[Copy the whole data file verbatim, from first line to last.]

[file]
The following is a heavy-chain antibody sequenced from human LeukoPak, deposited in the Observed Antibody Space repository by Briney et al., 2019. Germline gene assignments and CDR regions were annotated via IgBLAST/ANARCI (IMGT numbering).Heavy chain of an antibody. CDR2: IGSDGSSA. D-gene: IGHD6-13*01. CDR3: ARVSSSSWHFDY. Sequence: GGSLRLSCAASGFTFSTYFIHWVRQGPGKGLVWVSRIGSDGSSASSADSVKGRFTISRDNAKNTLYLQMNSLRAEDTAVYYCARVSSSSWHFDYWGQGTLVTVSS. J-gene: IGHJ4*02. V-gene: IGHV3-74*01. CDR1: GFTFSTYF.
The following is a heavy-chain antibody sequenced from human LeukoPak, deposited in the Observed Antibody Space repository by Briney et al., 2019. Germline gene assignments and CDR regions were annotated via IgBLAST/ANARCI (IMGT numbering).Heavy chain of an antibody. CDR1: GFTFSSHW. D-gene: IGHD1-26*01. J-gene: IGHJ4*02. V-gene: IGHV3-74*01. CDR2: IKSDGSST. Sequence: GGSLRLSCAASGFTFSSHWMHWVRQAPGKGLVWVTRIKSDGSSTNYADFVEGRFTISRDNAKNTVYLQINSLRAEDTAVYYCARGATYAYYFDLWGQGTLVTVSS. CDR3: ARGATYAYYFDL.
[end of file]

The following is a heavy-chain antibody sequenced from human LeukoPak, deposited in the Observed Antibody Space repository by Briney et al., 2019. Germline gene assignments and CDR regions were annotated via IgBLAST/ANARCI (IMGT numbering).Heavy chain of an antibody. CDR2: IGSDGSSA. D-gene: IGHD6-13*01. CDR3: ARVSSSSWHFDY. Sequence: GGSLRLSCAASGFTFSTYFIHWVRQGPGKGLVWVSRIGSDGSSASSADSVKGRFTISRDNAKNTLYLQMNSLRAEDTAVYYCARVSSSSWHFDYWGQGTLVTVSS. J-gene: IGHJ4*02. V-gene: IGHV3-74*01. CDR1: GFTFSTYF.
The following is a heavy-chain antibody sequenced from human LeukoPak, deposited in the Observed Antibody Space repository by Briney et al., 2019. Germline gene assignments and CDR regions were annotated via IgBLAST/ANARCI (IMGT numbering).Heavy chain of an antibody. CDR1: GFTFSSHW. D-gene: IGHD1-26*01. J-gene: IGHJ4*02. V-gene: IGHV3-74*01. CDR2: IKSDGSST. Sequence: GGSLRLSCAASGFTFSSHWMHWVRQAPGKGLVWVTRIKSDGSSTNYADFVEGRFTISRDNAKNTVYLQINSLRAEDTAVYYCARGATYAYYFDLWGQGTLVTVSS. CDR3: ARGATYAYYFDL.